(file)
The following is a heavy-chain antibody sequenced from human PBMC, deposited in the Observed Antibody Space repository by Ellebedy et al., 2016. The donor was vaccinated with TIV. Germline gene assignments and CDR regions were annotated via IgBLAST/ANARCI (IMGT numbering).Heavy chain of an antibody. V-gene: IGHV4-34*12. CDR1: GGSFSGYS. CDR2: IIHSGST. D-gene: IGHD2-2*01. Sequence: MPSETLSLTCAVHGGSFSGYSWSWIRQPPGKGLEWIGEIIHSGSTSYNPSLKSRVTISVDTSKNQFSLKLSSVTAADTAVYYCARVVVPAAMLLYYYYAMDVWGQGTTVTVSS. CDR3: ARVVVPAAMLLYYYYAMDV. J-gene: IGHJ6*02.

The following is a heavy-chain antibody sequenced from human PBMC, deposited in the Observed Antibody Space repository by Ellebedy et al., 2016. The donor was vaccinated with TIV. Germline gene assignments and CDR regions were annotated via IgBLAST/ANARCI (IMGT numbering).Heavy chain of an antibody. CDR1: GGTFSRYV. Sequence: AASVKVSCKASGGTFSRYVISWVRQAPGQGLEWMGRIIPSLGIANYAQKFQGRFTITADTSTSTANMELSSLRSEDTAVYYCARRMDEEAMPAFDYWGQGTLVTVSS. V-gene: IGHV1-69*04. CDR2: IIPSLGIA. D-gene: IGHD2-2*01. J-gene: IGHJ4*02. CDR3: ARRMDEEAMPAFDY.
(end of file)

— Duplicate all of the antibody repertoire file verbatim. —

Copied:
The following is a heavy-chain antibody sequenced from human PBMC, deposited in the Observed Antibody Space repository by Ellebedy et al., 2016. The donor was vaccinated with TIV. Germline gene assignments and CDR regions were annotated via IgBLAST/ANARCI (IMGT numbering).Heavy chain of an antibody. V-gene: IGHV4-34*12. CDR1: GGSFSGYS. CDR2: IIHSGST. D-gene: IGHD2-2*01. Sequence: MPSETLSLTCAVHGGSFSGYSWSWIRQPPGKGLEWIGEIIHSGSTSYNPSLKSRVTISVDTSKNQFSLKLSSVTAADTAVYYCARVVVPAAMLLYYYYAMDVWGQGTTVTVSS. CDR3: ARVVVPAAMLLYYYYAMDV. J-gene: IGHJ6*02.

The following is a heavy-chain antibody sequenced from human PBMC, deposited in the Observed Antibody Space repository by Ellebedy et al., 2016. The donor was vaccinated with TIV. Germline gene assignments and CDR regions were annotated via IgBLAST/ANARCI (IMGT numbering).Heavy chain of an antibody. CDR1: GGTFSRYV. Sequence: AASVKVSCKASGGTFSRYVISWVRQAPGQGLEWMGRIIPSLGIANYAQKFQGRFTITADTSTSTANMELSSLRSEDTAVYYCARRMDEEAMPAFDYWGQGTLVTVSS. V-gene: IGHV1-69*04. CDR2: IIPSLGIA. D-gene: IGHD2-2*01. J-gene: IGHJ4*02. CDR3: ARRMDEEAMPAFDY.